Participants discussed, inter alia: air quality sampling (automatic and manual) and monitoring; data acquisition, analysis and interpretation; data comparability and inter-calibration of monitoring equipment within countries and across ASEAN; harmonizing standards; measurement of PM2.5 instead of PM10; urban land-use planning; promotion of cycling; pollutant transport from urban to rural areas; regional cooperation dialogues; monitoring networks and collaborative research; and integration of AQM into the national sustainable development plan.

EAST ASIA: This roundtable was chaired by Wang Xin, Ministry of Environmental Protection (MEP), China, and facilitated by Yan Peng, China Representative of CAI-Asia Center, and focused on two topics: priorities for AQM in China, and suggestions for future CAI-Asia activities in Chinese cities. Participants expressed their appreciation for CAI-Asia, describing it as a high-level international platform for knowledge and experience sharing, and urgently needed by both research professionals and practitioners. Participants encouraged building upon lessons learned from Chinese city success stories such as Weihai. Several participants expressed interest in taking part in the activities of the CAI-Asia China Network. Peng responded by saying that the CAI-Asia China office will, in consultation with MEP, work out a mechanism to engage more Chinese cities. Some participants suggested that smaller workshops could be held in addition to BAQ in order to target specific topics, such as: how to get AQM discussed at higher political levels; the benefits of taking a health-based approach to AQM, and the need for more scientific research and management on health-related pollutants; and city-specific air quality modeling, including erosion from acid deposition. It was remarked that while there are many Chinese professionals capable of carrying out domestic AQM research, international experts could contribute their expertise in methodology and lessons learned in other countries.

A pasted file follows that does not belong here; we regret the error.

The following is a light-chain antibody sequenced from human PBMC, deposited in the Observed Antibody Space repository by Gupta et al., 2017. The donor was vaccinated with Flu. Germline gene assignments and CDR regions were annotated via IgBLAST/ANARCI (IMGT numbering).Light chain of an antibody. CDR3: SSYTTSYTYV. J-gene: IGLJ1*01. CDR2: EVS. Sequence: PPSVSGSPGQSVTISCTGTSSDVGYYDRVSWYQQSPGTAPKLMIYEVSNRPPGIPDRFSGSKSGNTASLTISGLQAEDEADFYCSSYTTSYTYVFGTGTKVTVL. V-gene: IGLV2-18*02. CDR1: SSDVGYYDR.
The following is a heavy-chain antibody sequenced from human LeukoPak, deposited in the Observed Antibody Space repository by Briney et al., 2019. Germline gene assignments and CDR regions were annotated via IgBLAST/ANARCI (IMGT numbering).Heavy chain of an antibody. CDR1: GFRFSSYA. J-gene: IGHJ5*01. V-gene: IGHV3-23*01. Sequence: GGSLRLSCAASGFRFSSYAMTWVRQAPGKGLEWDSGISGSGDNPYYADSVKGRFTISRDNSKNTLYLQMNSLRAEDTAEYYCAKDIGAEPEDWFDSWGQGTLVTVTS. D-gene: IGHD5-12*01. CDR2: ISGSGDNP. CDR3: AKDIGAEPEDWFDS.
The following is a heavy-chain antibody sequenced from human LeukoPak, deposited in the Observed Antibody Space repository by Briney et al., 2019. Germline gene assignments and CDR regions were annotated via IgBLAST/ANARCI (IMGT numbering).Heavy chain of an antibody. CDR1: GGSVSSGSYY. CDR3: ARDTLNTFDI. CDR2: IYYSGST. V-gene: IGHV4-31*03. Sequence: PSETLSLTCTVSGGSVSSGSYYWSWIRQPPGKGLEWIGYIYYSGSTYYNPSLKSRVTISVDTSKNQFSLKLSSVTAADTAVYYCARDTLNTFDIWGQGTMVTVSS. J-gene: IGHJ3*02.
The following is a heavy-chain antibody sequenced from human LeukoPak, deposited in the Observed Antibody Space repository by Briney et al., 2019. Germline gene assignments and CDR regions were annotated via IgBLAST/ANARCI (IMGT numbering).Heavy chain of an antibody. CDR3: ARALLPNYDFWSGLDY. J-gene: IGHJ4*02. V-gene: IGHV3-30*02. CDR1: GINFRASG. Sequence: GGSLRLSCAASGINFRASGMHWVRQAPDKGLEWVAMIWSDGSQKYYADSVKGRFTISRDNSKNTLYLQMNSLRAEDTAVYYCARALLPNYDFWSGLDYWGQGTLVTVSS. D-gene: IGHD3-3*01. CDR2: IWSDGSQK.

Cornie Huizenga, CAI-Asia Center, chaired the plenary. Glynda Bathan, CAI-Asia Center, presented a summary of the country roundtables. She highlighted the participation of women in the roundtables and drew out major themes of the discussions.

Supat Wangwongwatana, PCD, Thailand, reported on the governmental meeting, which was held in parallel with the BAQ. He highlighted that government representatives generated a long-term vision on urban air quality in Asia that involved making significant progress toward achieving WHO air quality guidelines by 2030. Describing other outcomes of the meeting, he noted that representatives agreed that cleaner technologies are important, but that they need to be combined with non-technology, demand-side management approaches. He noted that countries were encouraged to prepare their own national long-term vision statements for urban air quality for further discussion at the Third Governmental Meeting on Urban Air Quality in 2010.

REPORTING COMMITTEE SUMMARY: Alan Gertler, International Union of Air Pollution Prevention and Environmental Protection Associations, presented a summary of the meeting on behalf of the BAQ 2008 Reporting Committee. He noted that over 900 people from 43 countries had participated, and that a total of 225 presentations had been given.